Scott Angus, MFA


Widening the Lens

Scott Angus, MFA, assistant professor, focuses on giving students a wide lens through which to view the world. Whether his introductory photography class is taught during a study abroad experience or in St. Louis, students are encouraged to seek fresh perspectives and be active participants in the world, he said.

“We use St. Louis city and county as if they’re a foreign country or city that we’re exploring,” Angus said. “We go to the zoo, the wolf sanctuary, The Grove, Lone Elk Park, The Hill—many different places.”

This year, Angus tried something different—an immersion experience at a homeless shelter. “Students learn best when they are personally and emotionally connected to the subject matter,” Angus said. “I want them to learn the impact photography has on people.”

Angus knows firsthand the difference a photograph can make in people’s lives. He devotes personal time and talent to Mending Faces International, an organization of doctors who repair children’s facial deformities in the Philippines. His photographs of patients are used to inform treatments and surgeries.

Sarah Schwegel, junior, enrolled in Angus’s class to learn more about the art of photography. “Through photography,” she said, “I learned that things which may not look appealing on the outside may be really beautiful if you look at them from the right perspective.”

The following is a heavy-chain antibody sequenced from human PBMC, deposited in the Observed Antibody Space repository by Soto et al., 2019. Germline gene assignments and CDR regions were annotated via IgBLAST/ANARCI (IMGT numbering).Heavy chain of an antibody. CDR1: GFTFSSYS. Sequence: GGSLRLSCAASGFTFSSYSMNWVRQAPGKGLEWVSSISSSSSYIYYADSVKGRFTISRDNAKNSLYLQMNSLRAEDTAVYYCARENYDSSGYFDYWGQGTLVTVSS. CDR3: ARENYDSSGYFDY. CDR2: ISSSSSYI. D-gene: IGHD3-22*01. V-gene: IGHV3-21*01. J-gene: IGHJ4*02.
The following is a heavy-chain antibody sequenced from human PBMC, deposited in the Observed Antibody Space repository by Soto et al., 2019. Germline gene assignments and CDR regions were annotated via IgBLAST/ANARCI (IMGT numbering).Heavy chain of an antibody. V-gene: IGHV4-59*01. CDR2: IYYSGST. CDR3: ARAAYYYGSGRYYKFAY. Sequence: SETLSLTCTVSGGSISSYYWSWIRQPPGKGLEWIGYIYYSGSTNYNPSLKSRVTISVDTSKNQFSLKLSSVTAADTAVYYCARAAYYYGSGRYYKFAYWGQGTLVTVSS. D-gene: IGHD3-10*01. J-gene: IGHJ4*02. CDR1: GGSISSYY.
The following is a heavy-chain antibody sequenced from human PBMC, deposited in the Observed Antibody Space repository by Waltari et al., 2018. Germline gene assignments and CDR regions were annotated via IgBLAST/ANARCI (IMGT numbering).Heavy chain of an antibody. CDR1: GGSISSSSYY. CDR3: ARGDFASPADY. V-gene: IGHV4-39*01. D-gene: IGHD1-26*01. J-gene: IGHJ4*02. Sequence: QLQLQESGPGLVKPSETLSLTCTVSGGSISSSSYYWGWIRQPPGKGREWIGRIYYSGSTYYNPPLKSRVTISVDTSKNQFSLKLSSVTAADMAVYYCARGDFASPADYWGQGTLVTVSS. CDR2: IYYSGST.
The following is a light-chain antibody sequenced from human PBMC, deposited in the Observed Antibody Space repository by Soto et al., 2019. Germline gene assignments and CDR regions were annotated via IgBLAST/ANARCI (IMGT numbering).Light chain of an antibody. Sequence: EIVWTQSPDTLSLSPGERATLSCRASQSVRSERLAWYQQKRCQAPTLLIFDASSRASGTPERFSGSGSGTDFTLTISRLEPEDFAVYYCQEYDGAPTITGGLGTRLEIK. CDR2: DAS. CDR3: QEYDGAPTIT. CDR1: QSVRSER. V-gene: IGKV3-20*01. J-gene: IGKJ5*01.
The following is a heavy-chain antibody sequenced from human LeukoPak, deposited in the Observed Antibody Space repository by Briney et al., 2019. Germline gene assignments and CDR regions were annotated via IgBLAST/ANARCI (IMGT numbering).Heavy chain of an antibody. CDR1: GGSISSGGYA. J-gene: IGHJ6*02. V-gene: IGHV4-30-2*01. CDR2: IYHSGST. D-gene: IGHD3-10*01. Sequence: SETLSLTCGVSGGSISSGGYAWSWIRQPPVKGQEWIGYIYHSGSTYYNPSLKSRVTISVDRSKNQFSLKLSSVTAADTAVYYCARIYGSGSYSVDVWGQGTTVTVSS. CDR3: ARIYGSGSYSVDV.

At the homeless shelter—or other nonprofit organizations of their choosing that serve the poor—students do whatever work is needed, whether that’s preparing food, scrubbing floors or filing papers. “Because we can’t always photograph the clients, students take photographs in creative ways while they’re there. They might photograph the empty kitchen, or shoes,” Angus said.

“Professor Angus wants people to learn by doing,” said junior Victoria Griffith. “He made sure to take us to places that he thought we had probably never gone—he was right—and take pictures there. This forced us to be creative and step outside our comfort zone.”

Field experiences cause students to think differently about a photograph, Angus said. “They consider what it means, what it does and what it says. I teach that the camera can be used for good and bad and it’s important students think about how the images they create can do the same,” he said.